Arrhythmia

The vigil. A self-selected showcase of sorrows and serenades. A call to action, an inactive advertisement for hearts and minds, but what about tomorrow?

I counted the seconds, 5… 4… 3… 2… 1… and told myself I would go up to talk if no one else said anything, but my feet wouldn’t move from the concrete. I looked around, somebody must say something, it can’t end without any speakers, somebody please. And I’d count again, insisting, this time would be it, but it wasn’t.

And four speakers stood before me before I finally said, this is it, I can’t wait any longer, but I didn’t know what I’d say, what could I say? I got to the mic, opened my mouth, and all the words left me. I said, I’m sorry, I took notes, and took out my phone for reference.

I decided not to come out at Institute when my CMA (corps member advisor) told us this school wasn’t particularly open and other corps members have struggled for saying too much about themselves, and I was afraid if I came out it would get in the way of building the meaningful relationships I need to be the best teacher I can be for these kids.

But when I heard about Orlando, I realized I was just trying to keep myself safe, and if I stayed safe, my students wouldn’t have the safe space they deserve. So I added a brave space slide to my introduction, affirming that everyone in this classroom is loved and embraced, and I put a brave space sign on the wall, but I never told them I’m gay. I wasn’t brave enough for that. I wasn’t ready for it. I don’t know how I’ll ever be ready–it was easier a few weeks ago, when I was engaged, there was a ring to start the conversation. Now there’s nothing. I feel invisible again.

I said I went to the TFA 25th Anniversary Summit in DC back in February and Tim’m West said in the LGBTQ affinity space that “safety is a pretty low standard to set.” And I said, safety isn’t enough anymore. Marriage equality isn’t enough if being married can get you fired, if being married can set you up for hate crimes. Marriage isn’t enough when our trans family are murdered every day. Marriage isn’t enough when HIV continues to plague our community and access to healthcare only gets harder. Marriage isn’t enough when children are unable to come out of the closet without getting kicked out of home. Marriage isn’t enough when the queer community remains one of the most racist and marginalizing communities: we cannot celebrate marriage while we still ostracize our queer peers of color, when a Latino I’m talking with tells me he’s always been attracted to white guys and can’t even identify why. Marriage isn’t enough, because there is still too much equity to be earned–equity to be fought for and won and claimed by blood, flesh, and bone.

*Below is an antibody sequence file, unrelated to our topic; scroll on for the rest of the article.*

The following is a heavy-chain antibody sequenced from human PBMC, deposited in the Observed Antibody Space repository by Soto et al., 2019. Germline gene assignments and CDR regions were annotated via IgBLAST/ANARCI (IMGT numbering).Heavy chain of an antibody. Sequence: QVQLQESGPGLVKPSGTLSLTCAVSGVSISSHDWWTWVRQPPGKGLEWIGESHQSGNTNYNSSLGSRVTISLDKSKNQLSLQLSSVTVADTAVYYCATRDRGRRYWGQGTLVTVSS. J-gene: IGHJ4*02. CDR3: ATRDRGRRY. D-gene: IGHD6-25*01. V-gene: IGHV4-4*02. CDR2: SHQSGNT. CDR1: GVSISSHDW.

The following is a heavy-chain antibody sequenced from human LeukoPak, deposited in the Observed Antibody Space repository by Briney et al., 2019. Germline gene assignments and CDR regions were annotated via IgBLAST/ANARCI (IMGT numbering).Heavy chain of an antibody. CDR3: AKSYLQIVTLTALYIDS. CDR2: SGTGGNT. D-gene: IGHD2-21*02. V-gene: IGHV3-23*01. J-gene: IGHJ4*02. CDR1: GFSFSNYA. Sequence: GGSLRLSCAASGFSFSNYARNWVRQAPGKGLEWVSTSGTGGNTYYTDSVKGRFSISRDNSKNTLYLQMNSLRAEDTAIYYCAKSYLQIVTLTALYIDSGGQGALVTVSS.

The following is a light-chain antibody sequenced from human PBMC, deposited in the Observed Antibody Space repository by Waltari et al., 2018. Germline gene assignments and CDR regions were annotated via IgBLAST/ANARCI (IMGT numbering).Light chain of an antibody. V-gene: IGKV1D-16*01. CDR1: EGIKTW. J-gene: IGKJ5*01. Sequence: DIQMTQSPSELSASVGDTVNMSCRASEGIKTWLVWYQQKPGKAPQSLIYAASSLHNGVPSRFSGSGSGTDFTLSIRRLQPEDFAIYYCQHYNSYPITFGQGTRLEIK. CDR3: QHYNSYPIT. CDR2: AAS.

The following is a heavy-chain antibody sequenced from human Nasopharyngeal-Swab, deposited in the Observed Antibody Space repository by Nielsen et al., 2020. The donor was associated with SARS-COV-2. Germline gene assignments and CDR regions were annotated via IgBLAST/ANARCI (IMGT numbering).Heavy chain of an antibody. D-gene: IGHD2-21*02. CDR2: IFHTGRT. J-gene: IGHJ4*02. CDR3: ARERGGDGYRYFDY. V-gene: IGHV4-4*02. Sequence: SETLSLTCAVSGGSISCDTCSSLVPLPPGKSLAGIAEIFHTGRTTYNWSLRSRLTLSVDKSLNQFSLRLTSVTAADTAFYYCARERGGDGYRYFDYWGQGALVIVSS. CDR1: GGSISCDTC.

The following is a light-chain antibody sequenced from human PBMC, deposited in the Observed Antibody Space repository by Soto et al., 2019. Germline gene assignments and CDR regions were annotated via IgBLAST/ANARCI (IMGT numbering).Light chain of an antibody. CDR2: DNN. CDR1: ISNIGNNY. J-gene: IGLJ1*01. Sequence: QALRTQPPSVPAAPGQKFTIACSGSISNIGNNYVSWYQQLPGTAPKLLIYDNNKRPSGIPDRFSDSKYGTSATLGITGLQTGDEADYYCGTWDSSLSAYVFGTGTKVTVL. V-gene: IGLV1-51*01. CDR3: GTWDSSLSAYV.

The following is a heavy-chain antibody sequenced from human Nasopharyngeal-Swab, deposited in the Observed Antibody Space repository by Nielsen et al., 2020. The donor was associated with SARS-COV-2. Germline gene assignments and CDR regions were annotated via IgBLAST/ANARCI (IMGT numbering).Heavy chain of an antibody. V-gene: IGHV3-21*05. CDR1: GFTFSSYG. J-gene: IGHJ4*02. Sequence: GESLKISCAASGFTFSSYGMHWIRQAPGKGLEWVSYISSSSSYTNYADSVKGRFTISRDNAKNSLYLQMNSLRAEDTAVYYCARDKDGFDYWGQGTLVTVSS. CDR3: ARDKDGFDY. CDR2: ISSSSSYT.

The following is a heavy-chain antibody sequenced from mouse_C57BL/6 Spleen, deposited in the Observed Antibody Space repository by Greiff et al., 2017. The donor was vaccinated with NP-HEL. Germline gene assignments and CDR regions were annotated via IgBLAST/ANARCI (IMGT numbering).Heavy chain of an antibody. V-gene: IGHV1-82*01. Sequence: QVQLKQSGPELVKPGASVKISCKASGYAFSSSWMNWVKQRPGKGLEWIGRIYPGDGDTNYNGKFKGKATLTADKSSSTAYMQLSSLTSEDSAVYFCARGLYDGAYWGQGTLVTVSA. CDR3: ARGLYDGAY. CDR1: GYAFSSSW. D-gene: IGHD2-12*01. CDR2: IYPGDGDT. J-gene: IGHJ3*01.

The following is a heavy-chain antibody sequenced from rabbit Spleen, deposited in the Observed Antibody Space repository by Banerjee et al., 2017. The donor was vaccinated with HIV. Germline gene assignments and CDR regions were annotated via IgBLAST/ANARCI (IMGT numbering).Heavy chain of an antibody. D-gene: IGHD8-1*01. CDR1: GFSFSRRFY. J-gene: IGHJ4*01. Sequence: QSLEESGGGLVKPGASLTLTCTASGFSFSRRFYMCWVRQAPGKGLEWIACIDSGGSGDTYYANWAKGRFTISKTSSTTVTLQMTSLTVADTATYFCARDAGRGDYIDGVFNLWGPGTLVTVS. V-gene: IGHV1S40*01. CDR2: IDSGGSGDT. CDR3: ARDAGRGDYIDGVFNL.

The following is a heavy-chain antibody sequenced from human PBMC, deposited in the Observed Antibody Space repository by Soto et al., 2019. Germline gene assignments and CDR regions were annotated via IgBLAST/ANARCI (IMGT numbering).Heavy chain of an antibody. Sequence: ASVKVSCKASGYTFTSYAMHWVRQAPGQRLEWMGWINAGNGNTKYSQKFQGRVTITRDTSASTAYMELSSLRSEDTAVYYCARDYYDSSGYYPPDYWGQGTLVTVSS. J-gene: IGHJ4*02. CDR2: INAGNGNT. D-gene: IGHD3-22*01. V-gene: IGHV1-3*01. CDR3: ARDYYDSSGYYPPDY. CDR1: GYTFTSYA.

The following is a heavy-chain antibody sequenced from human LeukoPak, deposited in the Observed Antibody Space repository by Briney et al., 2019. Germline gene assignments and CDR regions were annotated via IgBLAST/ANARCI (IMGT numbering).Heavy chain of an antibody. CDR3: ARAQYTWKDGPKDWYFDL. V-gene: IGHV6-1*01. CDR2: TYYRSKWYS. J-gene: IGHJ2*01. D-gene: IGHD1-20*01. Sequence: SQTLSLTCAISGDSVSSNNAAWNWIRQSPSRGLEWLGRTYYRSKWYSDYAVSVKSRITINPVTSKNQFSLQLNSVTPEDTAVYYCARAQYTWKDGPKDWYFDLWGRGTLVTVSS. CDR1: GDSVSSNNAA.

The same blood, flesh, and bone being lowered into the ground. Their graves must not be an ending, but a beginning. We–as a community–have become complacent and complicit, perpetuating the same oppression delivered upon us. The oppressed are now the oppressors. We can blame the media for erasing the fact it was a gay nightclub, the fact that it was Latin night, the fact that trans artists were their featured performers–but until we as a community embrace them, we are no less to blame.

We can spew fire at the politicians who champion anti-LGBT legislation, who offered their hypocritical hearts and prayers in condolence and then took this tragedy as another opportunity to spin their Islamophobia and stir up the electorate. But until we open our arms to our Arab and Muslim allies and family, we are no better than any of them.

I said, as I stood before the crowd, the mic now dead, exercising my teacher voice so everyone could hear me, I said we’ve settled for safe spaces for far too long and it’s not enough–safe spaces are not enough when safe spaces are daily infiltrated and desecrated, when our brethren in blood and spirit are shot down for who they are. It could have been you. It could have been me. Safety is no longer enough.